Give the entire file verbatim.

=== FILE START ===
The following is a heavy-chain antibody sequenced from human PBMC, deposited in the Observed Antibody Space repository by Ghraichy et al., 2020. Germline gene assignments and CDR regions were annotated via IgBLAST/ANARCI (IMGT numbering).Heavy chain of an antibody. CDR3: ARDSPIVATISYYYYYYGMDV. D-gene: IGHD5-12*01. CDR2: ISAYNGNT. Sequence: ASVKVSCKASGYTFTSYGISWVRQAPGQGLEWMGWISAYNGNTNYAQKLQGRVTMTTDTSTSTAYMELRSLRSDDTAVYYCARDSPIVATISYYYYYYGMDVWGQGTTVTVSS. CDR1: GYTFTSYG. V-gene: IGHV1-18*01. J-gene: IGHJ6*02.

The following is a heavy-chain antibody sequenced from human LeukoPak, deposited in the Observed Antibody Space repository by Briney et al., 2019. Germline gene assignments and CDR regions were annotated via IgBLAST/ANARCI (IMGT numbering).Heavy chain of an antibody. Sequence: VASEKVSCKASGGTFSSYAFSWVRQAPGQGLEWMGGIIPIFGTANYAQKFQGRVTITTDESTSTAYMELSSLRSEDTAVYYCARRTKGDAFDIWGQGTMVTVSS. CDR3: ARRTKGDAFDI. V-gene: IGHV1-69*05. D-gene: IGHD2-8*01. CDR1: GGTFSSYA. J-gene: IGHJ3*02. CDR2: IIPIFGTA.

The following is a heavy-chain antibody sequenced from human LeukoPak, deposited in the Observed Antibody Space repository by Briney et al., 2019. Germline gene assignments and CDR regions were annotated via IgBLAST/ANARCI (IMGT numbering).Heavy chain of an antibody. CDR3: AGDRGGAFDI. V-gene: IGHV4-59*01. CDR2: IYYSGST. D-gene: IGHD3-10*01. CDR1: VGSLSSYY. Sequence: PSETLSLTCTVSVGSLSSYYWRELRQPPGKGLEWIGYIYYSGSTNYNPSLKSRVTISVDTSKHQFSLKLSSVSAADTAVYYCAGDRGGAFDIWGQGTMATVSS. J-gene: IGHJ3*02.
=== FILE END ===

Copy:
The following is a heavy-chain antibody sequenced from human PBMC, deposited in the Observed Antibody Space repository by Ghraichy et al., 2020. Germline gene assignments and CDR regions were annotated via IgBLAST/ANARCI (IMGT numbering).Heavy chain of an antibody. CDR3: ARDSPIVATISYYYYYYGMDV. D-gene: IGHD5-12*01. CDR2: ISAYNGNT. Sequence: ASVKVSCKASGYTFTSYGISWVRQAPGQGLEWMGWISAYNGNTNYAQKLQGRVTMTTDTSTSTAYMELRSLRSDDTAVYYCARDSPIVATISYYYYYYGMDVWGQGTTVTVSS. CDR1: GYTFTSYG. V-gene: IGHV1-18*01. J-gene: IGHJ6*02.

The following is a heavy-chain antibody sequenced from human LeukoPak, deposited in the Observed Antibody Space repository by Briney et al., 2019. Germline gene assignments and CDR regions were annotated via IgBLAST/ANARCI (IMGT numbering).Heavy chain of an antibody. Sequence: VASEKVSCKASGGTFSSYAFSWVRQAPGQGLEWMGGIIPIFGTANYAQKFQGRVTITTDESTSTAYMELSSLRSEDTAVYYCARRTKGDAFDIWGQGTMVTVSS. CDR3: ARRTKGDAFDI. V-gene: IGHV1-69*05. D-gene: IGHD2-8*01. CDR1: GGTFSSYA. J-gene: IGHJ3*02. CDR2: IIPIFGTA.

The following is a heavy-chain antibody sequenced from human LeukoPak, deposited in the Observed Antibody Space repository by Briney et al., 2019. Germline gene assignments and CDR regions were annotated via IgBLAST/ANARCI (IMGT numbering).Heavy chain of an antibody. CDR3: AGDRGGAFDI. V-gene: IGHV4-59*01. CDR2: IYYSGST. D-gene: IGHD3-10*01. CDR1: VGSLSSYY. Sequence: PSETLSLTCTVSVGSLSSYYWRELRQPPGKGLEWIGYIYYSGSTNYNPSLKSRVTISVDTSKHQFSLKLSSVSAADTAVYYCAGDRGGAFDIWGQGTMATVSS. J-gene: IGHJ3*02.